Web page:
Tough Stuff

This is why cyberbullying should be taken seriously

There is no excuse to taunt, tease or bully another person in any manner, whether in person or virtually. That's not something Brandy Vela's attackers understood, though.

The 18-year-old had endured cyberbullying for much of her life about her weight, but in April, the insults escalated. Students created fake Facebook accounts pretending to be her, and then constantly messaged her terrible insults even after she wouldn’t respond. Understandably, Brandy didn't deal with all of this. After months of intense taunts, she committed suicide two weeks ago in her family’s Texas home right in front of her parents and grandparents. The police are now investigating Brandy's suicide as a cyberbullying-crime.

This horrific story should open our eyes to just how harmful cyberbullying can be. It's not always as extreme as creating fake Facebook accounts. It includes mean text messages, rumors sent through Facebook messenger or embarrassing photos on Snapchat. No matter what form, it's a big deal. Between sixth and twelfth grade, 7 percent of students have experienced cyberbullying, and 15 percent of high school students were cyberbullied in 2013. But the problem with these statistics is our own rapidly changing technology. Our generation is so quick to jump between different apps or websites that it is difficult to track the full extent of cyberbullying.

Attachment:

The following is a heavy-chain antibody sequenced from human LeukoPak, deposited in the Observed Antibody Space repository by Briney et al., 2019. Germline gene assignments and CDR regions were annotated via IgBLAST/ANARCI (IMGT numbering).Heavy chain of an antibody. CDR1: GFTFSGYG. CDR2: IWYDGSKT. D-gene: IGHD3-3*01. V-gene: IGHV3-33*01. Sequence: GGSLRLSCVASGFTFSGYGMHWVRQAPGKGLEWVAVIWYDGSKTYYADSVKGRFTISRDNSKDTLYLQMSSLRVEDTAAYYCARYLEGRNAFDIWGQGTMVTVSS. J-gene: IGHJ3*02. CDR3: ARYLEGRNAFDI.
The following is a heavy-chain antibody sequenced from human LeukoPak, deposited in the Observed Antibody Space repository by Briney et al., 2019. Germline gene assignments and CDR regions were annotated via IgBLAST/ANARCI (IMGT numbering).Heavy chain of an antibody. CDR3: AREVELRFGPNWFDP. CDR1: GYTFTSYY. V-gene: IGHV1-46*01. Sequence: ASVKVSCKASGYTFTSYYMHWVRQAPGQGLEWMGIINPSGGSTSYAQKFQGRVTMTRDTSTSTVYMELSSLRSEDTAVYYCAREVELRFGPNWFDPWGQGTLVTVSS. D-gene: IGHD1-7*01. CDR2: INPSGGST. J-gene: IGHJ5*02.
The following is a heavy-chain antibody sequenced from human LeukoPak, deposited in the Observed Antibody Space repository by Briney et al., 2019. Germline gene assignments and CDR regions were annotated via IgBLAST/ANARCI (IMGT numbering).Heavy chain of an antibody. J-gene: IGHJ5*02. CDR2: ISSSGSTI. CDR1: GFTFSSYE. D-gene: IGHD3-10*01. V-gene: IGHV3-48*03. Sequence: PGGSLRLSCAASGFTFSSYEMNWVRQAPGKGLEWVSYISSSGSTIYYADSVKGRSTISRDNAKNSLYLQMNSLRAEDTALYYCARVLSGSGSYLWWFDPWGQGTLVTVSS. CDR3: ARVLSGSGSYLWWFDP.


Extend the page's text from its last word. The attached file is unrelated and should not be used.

But there are ways to prevent it and to deal with it. If you or someone you know is a victim of cyberbullying, don’t keep it to yourself. Instead:

1. Do not respond to anything , but screenshot it all. Messages received should be documented if possible, but that's it. Don’t respond to the sender and don’t forward them to other people.

2. Block the user. There is no need to continue receiving these messages, so block the account and/or number that is sending them (after you have screenshotted for proof).

3. Report it to the service providers. It's nice to know that cyberbullying is not tolerated by the websites and apps that we love: Facebook, Instagram, Twitter, Snapchat and more. Though this does not mean that the bullying is not happening in these spaces (as in Brandy's case), it makes it easier to be taken seriously when you report the abuse (with your evidence) to the appropriate party.

4. Inform your school. This can be difficult, especially if you don't want anyone to know that you “tattled.” But, just like your favorite apps, your school also has a zero-tolerance policy on bullying. Your safety and your mental health are much more important than the person who is taunting you. Your school will deal with the problem so you don’t have to.

5. Go to the police. If there is a threat of violence, the police need to be informed. Cyberbullying is not a joke, and going to law enforcement is not an overreaction. If you or someone you know feels unsafe, they need to know.

Bottom line, there is no reason to make another person feel badly about themselves. We are all human beings, and we should be building each other up, never tearing each other down. Think of Brandy today, and spread as much love as you can.

Have you or a friend ever had to deal with cyberbullying? What did you do? Let us know in the comments!


by Amy Garcia | 12/12/2016
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